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  1. #1
    Lover of Old Chrome Moly Myosmith's Avatar
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    'splain this to me, Strava

    I rode a short loop outside of town four times back to back today so virtually the same conditions, same bike, etc. I have one segment on that loop which today was into the wind riding on a snow covered shoulder. I averaged 10.1, 10.5, 10.9 and 10.2 mph on that segment during the four times around the loop. Strava said my average power on that segment varied from 58 to 109 watts, but get this, my slowest time (10.1 mph) showed the highest wattage. Looking at the analysis I averaged 81 watts (which I can believe as this was a slow, recreational winter ride) but my peak was over 1,000 watts, three different times at three different points in the loop Strava also said that I had a max speed of 19 mph which I also know to be inaccurate as with the snowy road surface and my on bike computer I know that I didn't pass 15 mph even with the wind at my back.

    I've noticed this before on other rides, but this is the first time I had four virtually identical passes on the exact same segment in such short order. I don't expect 100% accuracy but this makes me question any or all of the wattage estimates that I have gotten from Strava.
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  2. #2
    Senior Member bmontgomery87's Avatar
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    strava drops the ball w/ gps connections from time to time or something.
    I went out and did some sprints one day and strava said I hit 38 mph. While I'm thinking it was much closer to 28, and it appeared that way on the graph I looked at as well.

  3. #3
    Thread Killer
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    Strava can only estimate power, not measure it. It is, of necessity, inaccurate. To measure power you need a power meter.

    Also, Strava is great.
    Chaad--'95 DeKerf Team SL, '02 Lemond Buenos Aires, '05 Novara Buzz, '73 Schwinn Collegiate, '06 Mountain Cycle Rumble, '09 Dahon Mariner D7, '12 Mercier Nano, '12 Breezer Venturi

  4. #4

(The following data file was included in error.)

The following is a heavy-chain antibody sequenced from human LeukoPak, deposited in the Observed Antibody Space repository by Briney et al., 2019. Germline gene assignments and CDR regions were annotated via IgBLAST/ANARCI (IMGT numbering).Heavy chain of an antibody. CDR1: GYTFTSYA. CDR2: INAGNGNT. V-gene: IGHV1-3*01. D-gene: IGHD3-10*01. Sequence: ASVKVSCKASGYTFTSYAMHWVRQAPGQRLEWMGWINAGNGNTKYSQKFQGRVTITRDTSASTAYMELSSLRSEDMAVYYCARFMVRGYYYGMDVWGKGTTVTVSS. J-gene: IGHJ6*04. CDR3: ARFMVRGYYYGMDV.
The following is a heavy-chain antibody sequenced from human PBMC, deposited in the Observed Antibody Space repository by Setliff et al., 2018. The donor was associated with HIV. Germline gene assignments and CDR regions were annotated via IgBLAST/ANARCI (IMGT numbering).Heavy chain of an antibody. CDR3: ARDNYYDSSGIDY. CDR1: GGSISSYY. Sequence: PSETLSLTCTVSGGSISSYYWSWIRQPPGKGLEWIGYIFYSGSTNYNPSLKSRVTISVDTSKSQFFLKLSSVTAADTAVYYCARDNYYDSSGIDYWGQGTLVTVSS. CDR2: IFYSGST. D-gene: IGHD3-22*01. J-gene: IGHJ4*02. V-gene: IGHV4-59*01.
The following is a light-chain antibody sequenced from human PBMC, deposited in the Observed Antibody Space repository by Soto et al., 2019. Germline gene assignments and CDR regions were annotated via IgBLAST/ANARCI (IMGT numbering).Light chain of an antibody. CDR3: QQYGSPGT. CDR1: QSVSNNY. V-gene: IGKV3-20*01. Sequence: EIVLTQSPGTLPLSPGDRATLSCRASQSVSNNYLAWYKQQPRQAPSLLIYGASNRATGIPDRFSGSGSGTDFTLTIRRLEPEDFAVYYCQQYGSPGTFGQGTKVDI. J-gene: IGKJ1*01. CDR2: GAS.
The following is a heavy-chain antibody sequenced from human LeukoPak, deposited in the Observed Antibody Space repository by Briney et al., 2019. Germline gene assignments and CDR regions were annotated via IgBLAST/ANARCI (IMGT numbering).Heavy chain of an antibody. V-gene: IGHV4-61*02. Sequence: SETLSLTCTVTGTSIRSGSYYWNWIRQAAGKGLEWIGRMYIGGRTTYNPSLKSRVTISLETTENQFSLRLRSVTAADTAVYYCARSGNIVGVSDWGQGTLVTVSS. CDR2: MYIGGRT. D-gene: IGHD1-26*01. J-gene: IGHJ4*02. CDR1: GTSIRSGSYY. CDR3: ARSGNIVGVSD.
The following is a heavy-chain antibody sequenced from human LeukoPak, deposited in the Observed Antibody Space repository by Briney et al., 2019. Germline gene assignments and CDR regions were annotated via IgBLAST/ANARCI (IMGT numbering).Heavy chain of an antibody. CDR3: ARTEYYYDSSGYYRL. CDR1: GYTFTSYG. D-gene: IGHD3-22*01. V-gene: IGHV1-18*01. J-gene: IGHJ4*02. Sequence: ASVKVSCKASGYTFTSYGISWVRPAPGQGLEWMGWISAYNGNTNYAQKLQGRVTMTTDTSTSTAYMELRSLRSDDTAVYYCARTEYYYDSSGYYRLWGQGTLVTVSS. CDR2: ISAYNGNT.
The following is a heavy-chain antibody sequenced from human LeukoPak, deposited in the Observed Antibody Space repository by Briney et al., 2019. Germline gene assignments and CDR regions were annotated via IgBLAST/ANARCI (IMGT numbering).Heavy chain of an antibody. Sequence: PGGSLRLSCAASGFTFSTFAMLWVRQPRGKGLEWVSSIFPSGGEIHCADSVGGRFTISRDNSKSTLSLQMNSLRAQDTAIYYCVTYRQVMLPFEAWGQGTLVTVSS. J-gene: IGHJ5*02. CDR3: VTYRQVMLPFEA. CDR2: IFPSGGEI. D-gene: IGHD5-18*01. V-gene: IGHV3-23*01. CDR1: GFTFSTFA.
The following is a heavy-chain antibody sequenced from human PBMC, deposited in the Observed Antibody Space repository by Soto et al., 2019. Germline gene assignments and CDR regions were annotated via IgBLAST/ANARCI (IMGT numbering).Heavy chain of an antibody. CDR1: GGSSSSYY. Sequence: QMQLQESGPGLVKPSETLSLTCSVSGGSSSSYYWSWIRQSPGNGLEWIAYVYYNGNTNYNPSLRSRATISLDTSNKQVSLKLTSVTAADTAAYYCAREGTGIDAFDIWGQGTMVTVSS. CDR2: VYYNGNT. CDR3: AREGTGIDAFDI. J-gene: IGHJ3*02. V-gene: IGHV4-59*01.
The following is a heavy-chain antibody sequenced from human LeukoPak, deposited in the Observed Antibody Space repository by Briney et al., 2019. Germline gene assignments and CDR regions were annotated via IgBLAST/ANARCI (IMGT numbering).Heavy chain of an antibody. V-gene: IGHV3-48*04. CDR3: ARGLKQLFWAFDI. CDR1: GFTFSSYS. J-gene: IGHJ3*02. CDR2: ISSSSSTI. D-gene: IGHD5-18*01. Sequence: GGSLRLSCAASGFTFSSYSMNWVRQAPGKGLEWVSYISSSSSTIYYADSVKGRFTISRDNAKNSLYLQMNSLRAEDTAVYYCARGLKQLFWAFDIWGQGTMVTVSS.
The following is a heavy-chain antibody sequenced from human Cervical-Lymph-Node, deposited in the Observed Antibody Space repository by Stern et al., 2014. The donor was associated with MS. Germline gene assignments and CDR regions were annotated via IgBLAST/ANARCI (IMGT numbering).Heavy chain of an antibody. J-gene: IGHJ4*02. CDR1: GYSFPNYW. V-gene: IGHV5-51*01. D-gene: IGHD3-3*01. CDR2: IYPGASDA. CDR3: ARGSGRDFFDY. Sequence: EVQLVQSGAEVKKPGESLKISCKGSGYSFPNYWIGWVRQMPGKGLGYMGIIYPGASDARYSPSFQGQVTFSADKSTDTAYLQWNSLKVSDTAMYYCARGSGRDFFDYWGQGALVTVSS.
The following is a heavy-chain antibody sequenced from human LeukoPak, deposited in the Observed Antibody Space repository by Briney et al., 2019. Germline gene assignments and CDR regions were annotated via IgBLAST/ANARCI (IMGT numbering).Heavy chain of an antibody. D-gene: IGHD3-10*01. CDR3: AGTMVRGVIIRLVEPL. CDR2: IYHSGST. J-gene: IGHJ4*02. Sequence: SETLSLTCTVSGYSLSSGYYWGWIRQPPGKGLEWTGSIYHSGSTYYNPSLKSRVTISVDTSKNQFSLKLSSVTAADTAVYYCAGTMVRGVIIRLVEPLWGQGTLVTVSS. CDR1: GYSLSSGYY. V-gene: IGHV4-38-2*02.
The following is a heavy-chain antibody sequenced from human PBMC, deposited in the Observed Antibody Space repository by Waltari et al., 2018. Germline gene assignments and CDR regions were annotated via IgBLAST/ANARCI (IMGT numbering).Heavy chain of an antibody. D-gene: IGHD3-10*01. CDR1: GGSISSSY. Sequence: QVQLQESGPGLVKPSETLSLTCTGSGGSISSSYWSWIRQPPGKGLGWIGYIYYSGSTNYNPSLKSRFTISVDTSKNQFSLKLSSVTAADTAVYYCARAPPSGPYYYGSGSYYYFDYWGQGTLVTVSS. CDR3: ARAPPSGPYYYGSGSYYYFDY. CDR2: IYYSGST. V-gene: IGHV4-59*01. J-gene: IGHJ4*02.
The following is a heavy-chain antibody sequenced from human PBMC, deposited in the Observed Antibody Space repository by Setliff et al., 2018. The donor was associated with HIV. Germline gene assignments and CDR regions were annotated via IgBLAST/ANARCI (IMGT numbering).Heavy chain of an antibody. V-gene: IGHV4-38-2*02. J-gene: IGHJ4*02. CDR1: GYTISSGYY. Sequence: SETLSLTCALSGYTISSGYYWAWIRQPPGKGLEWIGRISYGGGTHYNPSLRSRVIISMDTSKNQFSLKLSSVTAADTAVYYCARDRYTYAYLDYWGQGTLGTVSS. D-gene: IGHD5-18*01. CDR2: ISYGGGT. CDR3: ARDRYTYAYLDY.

Lover of Old Chrome Moly Myosmith's Avatar
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    I like Strava and use it to document the vast majority of my rides. Don't know if I'd go so far as to call it "great" but it is probably as good as anything out there. Variances are expected when power is estimated but a nearly 100% variance (58 > 109w) on the same short course under the same conditions at virtually the same speed (10.2 and 10.1 mph) isn't an estimate it's a wild arse guess. What algorithm could they be using that inputs the same bike/rider weight, the exact same elevation/location, and virtually the same speed and comes up with the power "estimate" for the lower speed being nearly double that of the other pass? I could understand it if there was some glitch where it misregistered the speed, elevation, etc. but all the other data is there and matches so you would expect the results to be at least similar.

    Strava's "estimates" on another part of the same ride had me cranking out 1,227w at 19 mph on a flat, straight section of road. I know the speed at that point was incorrect, but even if I had actually been doing 19 mph at that point, there is no way the calculations should come up with over 1,200w for my weight, on that road, at that speed. I have ridden that road at that speed and estimate my power output to be more in the range of 200w and I'm willing to bet my off the cuff guess is far closer than the results I got on Strava yesterday. When power is estimated sure there is an acceptable variance, but on this occassion and quite a few others, I have noted that Strava hasn't even been close.
    Last edited by Myosmith; 01-31-14 at 08:35 AM.
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  5. #5
    Senior Member GeorgeBMac's Avatar
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    Quote Originally Posted by bmontgomery87 View Post
    strava drops the ball w/ gps connections from time to time or something.
    I went out and did some sprints one day and strava said I hit 38 mph. While I'm thinking it was much closer to 28, and it appeared that way on the graph I looked at as well.
    +1
    ... I don't think it' the algorithm, it's erratic GPS input. That problem may be due to the phone or it might be due to Strava's interface with the phone... Interestingly, the IPhone 5S that was introduced last September added a second processor to aid apps like Strava. i have no idea if it would fix (or even affect) this problem, but it seems likely to me...